/CMSApp/TTV/media/Blog/TTV%20logos%20and%20thumbnails/ttv_capitol.jpg?ext=.jpg /CMSApp/TTV/media/Blog/TTV%20logos%20and%20thumbnails/ttv_capitol.jpg?ext=.jpg
U.S. House Ways & Means Committee Chairman Richard Neal (D-Mass) speaks at a press conference hosted by ATPE, TRTA, and Mass Retirees at the U.S. Capitol, Dec. 14, 2022.

Teach the Vote's Week in Review: Dec. 16, 2022

Teach the Vote
Teach the Vote

Date Posted: 12/16/2022

The ATPE Governmental Relations team recaps the past week’s education news, legislative and election updates, and regulatory developments.


 
WASHINGTON: Representatives of ATPE, the Texas Retired Teachers Association (TRTA), and the Mass Retirees traveled to Washington, D.C., this week to urge Congress to pass Social Security reform legislation by the end of the year. The groups hosted a press conference at the U.S. Capitol Wednesday and were joined by U.S. Reps. Richard Neal (D-Mass.), Kevin Brady (R-Texas), Sheila Jackson Lee (D-Texas), Jodey Arrington (R-Texas), and Lance Gooden (R-Texas). ATPE State President Stacey Ward and Senior Lobbyist Monty Exter represented ATPE at the event.
 
The U.S. House Ways and Means Committee oversees all legislation pertaining to Social Security. It is currently chaired by Neal, but that will change in January when Republicans assume control of the U.S. House. Brady is the ranking member of the committee, but he is retiring at the end of this term. Both Neal and Brady have filed legislation that would repeal and replace the Windfall Elimination Provision (WEP) that reduces Social Security benefits for millions of public employees.
 
“Nothing is not an option” was the stakeholders’ message to lawmakers in Washington this week. All the participating groups support a full repeal of both the WEP and the Government Pension Offset (GPO) in federal law, and Chairman Neal said during the press conference he would be willing to vote for a full repeal measure. However, neither the House nor Senate leadership has shown an appetite for voting on a costly full repeal of both provisions. On the other hand, there has been momentum behind efforts to pass a bipartisan compromise that would replace the WEP with a more equitable formula in the meantime.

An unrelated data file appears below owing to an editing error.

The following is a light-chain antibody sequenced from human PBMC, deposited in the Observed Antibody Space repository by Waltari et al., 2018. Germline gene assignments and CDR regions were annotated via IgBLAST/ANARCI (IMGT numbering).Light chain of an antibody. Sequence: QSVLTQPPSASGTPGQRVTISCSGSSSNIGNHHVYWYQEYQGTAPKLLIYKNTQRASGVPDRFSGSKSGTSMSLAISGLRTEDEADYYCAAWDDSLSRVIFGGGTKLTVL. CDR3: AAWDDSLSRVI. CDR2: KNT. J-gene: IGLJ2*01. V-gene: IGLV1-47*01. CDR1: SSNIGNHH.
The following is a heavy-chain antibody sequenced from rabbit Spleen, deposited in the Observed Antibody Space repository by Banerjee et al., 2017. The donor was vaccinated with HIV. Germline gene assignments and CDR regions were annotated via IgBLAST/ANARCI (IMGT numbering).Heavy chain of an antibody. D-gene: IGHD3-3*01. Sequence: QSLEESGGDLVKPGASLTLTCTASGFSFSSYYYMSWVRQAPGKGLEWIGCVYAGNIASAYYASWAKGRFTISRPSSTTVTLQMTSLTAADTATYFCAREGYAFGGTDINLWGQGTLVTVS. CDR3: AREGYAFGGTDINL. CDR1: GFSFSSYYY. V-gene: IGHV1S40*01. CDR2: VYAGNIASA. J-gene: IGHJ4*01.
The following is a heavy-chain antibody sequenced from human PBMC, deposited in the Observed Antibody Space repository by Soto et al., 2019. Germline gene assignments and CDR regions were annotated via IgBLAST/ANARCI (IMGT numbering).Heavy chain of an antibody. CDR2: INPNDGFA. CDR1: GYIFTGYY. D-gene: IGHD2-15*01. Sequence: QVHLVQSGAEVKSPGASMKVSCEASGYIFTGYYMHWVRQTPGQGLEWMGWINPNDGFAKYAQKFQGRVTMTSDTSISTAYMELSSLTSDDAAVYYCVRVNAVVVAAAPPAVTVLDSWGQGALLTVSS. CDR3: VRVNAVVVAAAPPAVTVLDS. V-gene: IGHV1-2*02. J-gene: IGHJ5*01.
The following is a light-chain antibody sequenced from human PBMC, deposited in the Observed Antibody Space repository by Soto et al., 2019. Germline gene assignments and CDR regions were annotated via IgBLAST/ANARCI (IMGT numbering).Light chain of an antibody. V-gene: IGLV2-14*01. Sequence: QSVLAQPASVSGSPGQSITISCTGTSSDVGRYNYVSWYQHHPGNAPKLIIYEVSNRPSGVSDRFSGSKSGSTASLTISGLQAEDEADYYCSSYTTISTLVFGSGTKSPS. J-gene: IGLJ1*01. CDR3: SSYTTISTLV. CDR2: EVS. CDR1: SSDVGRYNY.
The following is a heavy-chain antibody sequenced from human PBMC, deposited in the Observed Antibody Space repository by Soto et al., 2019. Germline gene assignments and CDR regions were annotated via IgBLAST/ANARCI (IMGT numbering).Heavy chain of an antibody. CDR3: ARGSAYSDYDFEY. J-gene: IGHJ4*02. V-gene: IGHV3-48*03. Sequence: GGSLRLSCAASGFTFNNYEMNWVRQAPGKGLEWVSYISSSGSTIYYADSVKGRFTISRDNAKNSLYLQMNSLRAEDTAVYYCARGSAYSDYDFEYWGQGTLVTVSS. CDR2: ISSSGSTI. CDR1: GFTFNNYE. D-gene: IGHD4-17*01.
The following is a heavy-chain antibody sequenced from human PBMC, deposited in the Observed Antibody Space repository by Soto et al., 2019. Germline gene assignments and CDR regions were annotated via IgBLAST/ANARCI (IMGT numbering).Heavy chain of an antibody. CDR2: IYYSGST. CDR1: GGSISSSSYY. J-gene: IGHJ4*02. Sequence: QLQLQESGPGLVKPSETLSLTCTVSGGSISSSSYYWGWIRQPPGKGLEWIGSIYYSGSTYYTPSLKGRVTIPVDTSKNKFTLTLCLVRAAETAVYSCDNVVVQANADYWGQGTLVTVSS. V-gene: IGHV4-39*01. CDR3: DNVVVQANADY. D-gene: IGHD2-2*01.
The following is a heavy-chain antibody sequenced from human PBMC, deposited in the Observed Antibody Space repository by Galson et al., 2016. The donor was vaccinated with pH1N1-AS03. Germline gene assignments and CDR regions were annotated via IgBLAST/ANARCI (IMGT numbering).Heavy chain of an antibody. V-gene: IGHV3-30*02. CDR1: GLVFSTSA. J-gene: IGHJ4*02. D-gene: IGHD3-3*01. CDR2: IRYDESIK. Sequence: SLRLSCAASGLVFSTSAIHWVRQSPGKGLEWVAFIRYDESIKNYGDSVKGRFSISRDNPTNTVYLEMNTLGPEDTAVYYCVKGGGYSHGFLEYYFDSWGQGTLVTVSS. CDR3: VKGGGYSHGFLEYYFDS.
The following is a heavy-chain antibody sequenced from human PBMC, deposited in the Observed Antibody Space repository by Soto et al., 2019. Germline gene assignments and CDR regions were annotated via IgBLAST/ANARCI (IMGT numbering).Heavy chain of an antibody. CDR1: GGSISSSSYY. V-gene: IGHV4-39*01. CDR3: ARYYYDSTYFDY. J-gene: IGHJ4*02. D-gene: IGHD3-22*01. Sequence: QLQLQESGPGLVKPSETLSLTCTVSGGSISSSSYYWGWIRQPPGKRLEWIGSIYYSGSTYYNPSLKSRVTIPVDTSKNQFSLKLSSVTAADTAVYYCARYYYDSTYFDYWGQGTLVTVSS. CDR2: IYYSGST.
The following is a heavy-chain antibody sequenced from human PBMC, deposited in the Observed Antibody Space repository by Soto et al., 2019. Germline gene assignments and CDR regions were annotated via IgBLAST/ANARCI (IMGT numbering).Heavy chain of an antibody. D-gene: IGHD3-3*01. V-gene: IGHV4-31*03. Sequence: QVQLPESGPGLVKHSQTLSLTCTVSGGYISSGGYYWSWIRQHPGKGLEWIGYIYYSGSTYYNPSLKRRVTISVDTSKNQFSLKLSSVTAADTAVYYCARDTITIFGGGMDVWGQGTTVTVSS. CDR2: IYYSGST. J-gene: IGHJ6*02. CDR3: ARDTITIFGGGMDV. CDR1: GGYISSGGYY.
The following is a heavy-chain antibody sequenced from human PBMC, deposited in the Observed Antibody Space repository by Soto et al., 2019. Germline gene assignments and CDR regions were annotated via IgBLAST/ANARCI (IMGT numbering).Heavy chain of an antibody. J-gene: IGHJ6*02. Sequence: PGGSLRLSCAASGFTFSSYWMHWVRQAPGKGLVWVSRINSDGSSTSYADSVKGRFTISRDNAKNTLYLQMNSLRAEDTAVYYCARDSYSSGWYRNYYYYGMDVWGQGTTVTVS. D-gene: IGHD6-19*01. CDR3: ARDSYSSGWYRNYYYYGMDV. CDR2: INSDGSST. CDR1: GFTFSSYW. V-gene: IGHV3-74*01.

ATPE State President Stacey Ward and lawmakers address the media“Everything or nothing is a false choice,” said Ward at Wednesday’s press conference. “’We’ve had nothing for too long. Nothing is no longer enough.”
 
ATPE encourages educators to continue contacting members of Congress and urging them to address Social Security now. ATPE members can use Advocacy Central to contact their elected officials via phone, email, or social media. (Member login is required.)

Read more about Wednesday’s press conference in this blog post from ATPE Governmental Relations Director Jennifer Mitchell. For additional coverage of the event and the ongoing Social Security deliberations in Washington, check out these articles from Roll Call and Spectrum News 1.
 

FEDERAL: With a potential government shutdown looming, Congress passed a stopgap measure to keep the federal government running for one more week. President Joe Biden signed the temporary funding resolution into law today, which now gives Congress until next Friday, Dec. 23, to pass a more comprehensive spending measure. As discussed above, ATPE and other stakeholder groups are lobbying for WEP repeal language to be included in such an omnibus spending bill.
 

SPED: The Texas Commission on Special Education Funding held its final meeting today to adopt recommendations for the legislature to consider in the upcoming session. The commission was formed in response to 2021 legislation by Rep. Dan Huberty (R-Kingwood) aimed at improving funding for students in special education. The commission held a lengthy discussion at the start of the meeting about what process should be used for adopting the report.